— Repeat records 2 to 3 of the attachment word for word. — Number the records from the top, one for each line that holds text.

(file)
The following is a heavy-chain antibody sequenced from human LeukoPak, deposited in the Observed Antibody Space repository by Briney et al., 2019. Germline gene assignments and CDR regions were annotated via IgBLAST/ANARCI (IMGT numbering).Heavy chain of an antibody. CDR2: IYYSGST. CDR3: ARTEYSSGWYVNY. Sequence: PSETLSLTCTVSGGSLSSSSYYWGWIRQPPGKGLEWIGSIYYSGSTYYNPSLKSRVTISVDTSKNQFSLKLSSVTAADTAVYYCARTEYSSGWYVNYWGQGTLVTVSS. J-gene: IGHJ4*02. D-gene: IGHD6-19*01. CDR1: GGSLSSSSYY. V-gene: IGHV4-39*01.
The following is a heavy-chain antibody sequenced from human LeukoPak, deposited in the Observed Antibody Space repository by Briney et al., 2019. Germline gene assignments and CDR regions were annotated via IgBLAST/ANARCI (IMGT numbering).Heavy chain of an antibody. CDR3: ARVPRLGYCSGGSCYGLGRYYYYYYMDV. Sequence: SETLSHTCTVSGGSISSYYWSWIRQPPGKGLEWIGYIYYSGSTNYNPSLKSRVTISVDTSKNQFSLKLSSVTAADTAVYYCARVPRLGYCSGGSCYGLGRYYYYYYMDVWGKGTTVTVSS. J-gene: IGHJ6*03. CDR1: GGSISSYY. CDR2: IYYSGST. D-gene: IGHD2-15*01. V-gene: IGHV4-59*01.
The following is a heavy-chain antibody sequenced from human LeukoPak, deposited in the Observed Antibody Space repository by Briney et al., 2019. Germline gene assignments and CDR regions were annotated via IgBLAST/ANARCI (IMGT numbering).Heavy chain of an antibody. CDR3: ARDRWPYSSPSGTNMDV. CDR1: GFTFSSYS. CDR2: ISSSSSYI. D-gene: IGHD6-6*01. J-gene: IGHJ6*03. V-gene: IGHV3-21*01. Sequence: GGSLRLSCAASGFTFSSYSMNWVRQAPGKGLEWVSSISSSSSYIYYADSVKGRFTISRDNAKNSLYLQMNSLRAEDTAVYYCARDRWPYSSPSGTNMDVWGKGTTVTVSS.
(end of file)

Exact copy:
The following is a heavy-chain antibody sequenced from human LeukoPak, deposited in the Observed Antibody Space repository by Briney et al., 2019. Germline gene assignments and CDR regions were annotated via IgBLAST/ANARCI (IMGT numbering).Heavy chain of an antibody. CDR3: ARVPRLGYCSGGSCYGLGRYYYYYYMDV. Sequence: SETLSHTCTVSGGSISSYYWSWIRQPPGKGLEWIGYIYYSGSTNYNPSLKSRVTISVDTSKNQFSLKLSSVTAADTAVYYCARVPRLGYCSGGSCYGLGRYYYYYYMDVWGKGTTVTVSS. J-gene: IGHJ6*03. CDR1: GGSISSYY. CDR2: IYYSGST. D-gene: IGHD2-15*01. V-gene: IGHV4-59*01.
The following is a heavy-chain antibody sequenced from human LeukoPak, deposited in the Observed Antibody Space repository by Briney et al., 2019. Germline gene assignments and CDR regions were annotated via IgBLAST/ANARCI (IMGT numbering).Heavy chain of an antibody. CDR3: ARDRWPYSSPSGTNMDV. CDR1: GFTFSSYS. CDR2: ISSSSSYI. D-gene: IGHD6-6*01. J-gene: IGHJ6*03. V-gene: IGHV3-21*01. Sequence: GGSLRLSCAASGFTFSSYSMNWVRQAPGKGLEWVSSISSSSSYIYYADSVKGRFTISRDNAKNSLYLQMNSLRAEDTAVYYCARDRWPYSSPSGTNMDVWGKGTTVTVSS.